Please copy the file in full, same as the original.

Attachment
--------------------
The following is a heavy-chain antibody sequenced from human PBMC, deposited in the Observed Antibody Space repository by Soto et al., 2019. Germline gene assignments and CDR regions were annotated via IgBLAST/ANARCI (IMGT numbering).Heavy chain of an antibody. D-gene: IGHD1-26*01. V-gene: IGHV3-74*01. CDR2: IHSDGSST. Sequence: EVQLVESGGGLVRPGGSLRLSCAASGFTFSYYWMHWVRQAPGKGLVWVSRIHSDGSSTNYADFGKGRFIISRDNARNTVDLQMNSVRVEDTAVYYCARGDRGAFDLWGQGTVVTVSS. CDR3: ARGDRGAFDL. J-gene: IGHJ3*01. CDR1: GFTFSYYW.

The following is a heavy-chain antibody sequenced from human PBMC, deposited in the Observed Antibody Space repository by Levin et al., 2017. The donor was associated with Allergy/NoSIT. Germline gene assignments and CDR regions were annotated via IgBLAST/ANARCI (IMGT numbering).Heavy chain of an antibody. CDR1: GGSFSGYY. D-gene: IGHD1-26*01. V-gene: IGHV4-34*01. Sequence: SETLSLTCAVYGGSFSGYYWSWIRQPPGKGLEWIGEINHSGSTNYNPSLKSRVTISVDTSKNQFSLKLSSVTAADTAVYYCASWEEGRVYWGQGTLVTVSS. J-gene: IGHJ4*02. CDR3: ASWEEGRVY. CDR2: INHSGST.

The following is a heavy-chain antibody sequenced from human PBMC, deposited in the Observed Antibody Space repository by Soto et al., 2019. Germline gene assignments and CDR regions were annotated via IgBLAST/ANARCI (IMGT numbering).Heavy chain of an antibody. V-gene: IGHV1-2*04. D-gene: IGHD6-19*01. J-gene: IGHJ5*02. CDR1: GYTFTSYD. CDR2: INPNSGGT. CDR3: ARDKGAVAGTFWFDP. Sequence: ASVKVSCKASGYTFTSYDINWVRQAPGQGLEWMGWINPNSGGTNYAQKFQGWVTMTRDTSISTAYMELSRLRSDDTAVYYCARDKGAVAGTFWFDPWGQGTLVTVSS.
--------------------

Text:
The following is a heavy-chain antibody sequenced from human PBMC, deposited in the Observed Antibody Space repository by Soto et al., 2019. Germline gene assignments and CDR regions were annotated via IgBLAST/ANARCI (IMGT numbering).Heavy chain of an antibody. D-gene: IGHD1-26*01. V-gene: IGHV3-74*01. CDR2: IHSDGSST. Sequence: EVQLVESGGGLVRPGGSLRLSCAASGFTFSYYWMHWVRQAPGKGLVWVSRIHSDGSSTNYADFGKGRFIISRDNARNTVDLQMNSVRVEDTAVYYCARGDRGAFDLWGQGTVVTVSS. CDR3: ARGDRGAFDL. J-gene: IGHJ3*01. CDR1: GFTFSYYW.

The following is a heavy-chain antibody sequenced from human PBMC, deposited in the Observed Antibody Space repository by Levin et al., 2017. The donor was associated with Allergy/NoSIT. Germline gene assignments and CDR regions were annotated via IgBLAST/ANARCI (IMGT numbering).Heavy chain of an antibody. CDR1: GGSFSGYY. D-gene: IGHD1-26*01. V-gene: IGHV4-34*01. Sequence: SETLSLTCAVYGGSFSGYYWSWIRQPPGKGLEWIGEINHSGSTNYNPSLKSRVTISVDTSKNQFSLKLSSVTAADTAVYYCASWEEGRVYWGQGTLVTVSS. J-gene: IGHJ4*02. CDR3: ASWEEGRVY. CDR2: INHSGST.

The following is a heavy-chain antibody sequenced from human PBMC, deposited in the Observed Antibody Space repository by Soto et al., 2019. Germline gene assignments and CDR regions were annotated via IgBLAST/ANARCI (IMGT numbering).Heavy chain of an antibody. V-gene: IGHV1-2*04. D-gene: IGHD6-19*01. J-gene: IGHJ5*02. CDR1: GYTFTSYD. CDR2: INPNSGGT. CDR3: ARDKGAVAGTFWFDP. Sequence: ASVKVSCKASGYTFTSYDINWVRQAPGQGLEWMGWINPNSGGTNYAQKFQGWVTMTRDTSISTAYMELSRLRSDDTAVYYCARDKGAVAGTFWFDPWGQGTLVTVSS.